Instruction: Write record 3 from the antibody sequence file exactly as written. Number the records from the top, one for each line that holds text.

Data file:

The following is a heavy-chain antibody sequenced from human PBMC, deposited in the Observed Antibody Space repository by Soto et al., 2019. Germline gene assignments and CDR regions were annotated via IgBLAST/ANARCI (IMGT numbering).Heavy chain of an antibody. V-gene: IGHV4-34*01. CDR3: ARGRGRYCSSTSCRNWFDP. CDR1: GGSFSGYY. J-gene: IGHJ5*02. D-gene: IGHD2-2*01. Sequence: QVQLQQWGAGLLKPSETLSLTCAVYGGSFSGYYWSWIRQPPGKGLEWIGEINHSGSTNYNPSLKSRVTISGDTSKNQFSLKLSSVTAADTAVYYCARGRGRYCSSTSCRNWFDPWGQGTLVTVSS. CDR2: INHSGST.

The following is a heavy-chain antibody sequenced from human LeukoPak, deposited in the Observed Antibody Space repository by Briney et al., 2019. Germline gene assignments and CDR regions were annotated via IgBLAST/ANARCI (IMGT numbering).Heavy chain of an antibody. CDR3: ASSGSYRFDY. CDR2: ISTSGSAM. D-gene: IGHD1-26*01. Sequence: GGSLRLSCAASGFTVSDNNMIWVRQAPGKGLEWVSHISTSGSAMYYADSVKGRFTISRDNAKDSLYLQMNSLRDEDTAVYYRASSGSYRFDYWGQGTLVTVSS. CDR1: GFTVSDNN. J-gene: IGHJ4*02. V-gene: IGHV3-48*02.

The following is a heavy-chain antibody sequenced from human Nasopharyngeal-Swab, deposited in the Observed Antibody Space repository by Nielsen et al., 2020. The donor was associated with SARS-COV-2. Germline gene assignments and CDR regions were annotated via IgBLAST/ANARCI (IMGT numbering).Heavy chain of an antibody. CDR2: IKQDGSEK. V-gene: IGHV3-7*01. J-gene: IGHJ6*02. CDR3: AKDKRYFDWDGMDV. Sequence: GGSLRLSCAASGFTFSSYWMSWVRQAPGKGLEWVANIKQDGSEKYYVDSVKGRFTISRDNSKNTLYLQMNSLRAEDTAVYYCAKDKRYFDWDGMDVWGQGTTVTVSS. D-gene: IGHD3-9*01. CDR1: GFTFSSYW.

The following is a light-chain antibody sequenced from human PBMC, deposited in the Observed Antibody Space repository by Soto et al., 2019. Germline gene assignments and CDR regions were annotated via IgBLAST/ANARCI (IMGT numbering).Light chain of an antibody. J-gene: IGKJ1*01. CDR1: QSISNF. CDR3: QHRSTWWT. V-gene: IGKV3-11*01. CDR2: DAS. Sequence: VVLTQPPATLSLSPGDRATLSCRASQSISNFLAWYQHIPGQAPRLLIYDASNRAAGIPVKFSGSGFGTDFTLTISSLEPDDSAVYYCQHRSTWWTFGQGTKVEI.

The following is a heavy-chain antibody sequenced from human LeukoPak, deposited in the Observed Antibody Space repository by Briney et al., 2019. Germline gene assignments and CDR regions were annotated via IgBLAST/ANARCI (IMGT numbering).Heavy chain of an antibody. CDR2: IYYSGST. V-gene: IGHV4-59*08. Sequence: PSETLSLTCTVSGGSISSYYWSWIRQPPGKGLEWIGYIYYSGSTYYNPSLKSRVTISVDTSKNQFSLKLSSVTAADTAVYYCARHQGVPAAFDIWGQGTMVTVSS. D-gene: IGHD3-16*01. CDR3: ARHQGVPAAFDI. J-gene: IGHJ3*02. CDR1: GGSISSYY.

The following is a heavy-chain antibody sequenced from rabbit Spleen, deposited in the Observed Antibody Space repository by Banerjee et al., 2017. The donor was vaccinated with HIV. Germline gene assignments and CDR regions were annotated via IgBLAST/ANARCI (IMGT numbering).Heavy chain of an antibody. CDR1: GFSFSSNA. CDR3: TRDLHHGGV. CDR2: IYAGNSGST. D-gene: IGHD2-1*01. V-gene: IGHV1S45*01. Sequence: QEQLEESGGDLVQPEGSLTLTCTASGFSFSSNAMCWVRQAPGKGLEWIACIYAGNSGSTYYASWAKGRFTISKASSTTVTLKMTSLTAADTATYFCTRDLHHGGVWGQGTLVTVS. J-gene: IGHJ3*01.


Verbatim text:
The following is a heavy-chain antibody sequenced from human Nasopharyngeal-Swab, deposited in the Observed Antibody Space repository by Nielsen et al., 2020. The donor was associated with SARS-COV-2. Germline gene assignments and CDR regions were annotated via IgBLAST/ANARCI (IMGT numbering).Heavy chain of an antibody. CDR2: IKQDGSEK. V-gene: IGHV3-7*01. J-gene: IGHJ6*02. CDR3: AKDKRYFDWDGMDV. Sequence: GGSLRLSCAASGFTFSSYWMSWVRQAPGKGLEWVANIKQDGSEKYYVDSVKGRFTISRDNSKNTLYLQMNSLRAEDTAVYYCAKDKRYFDWDGMDVWGQGTTVTVSS. D-gene: IGHD3-9*01. CDR1: GFTFSSYW.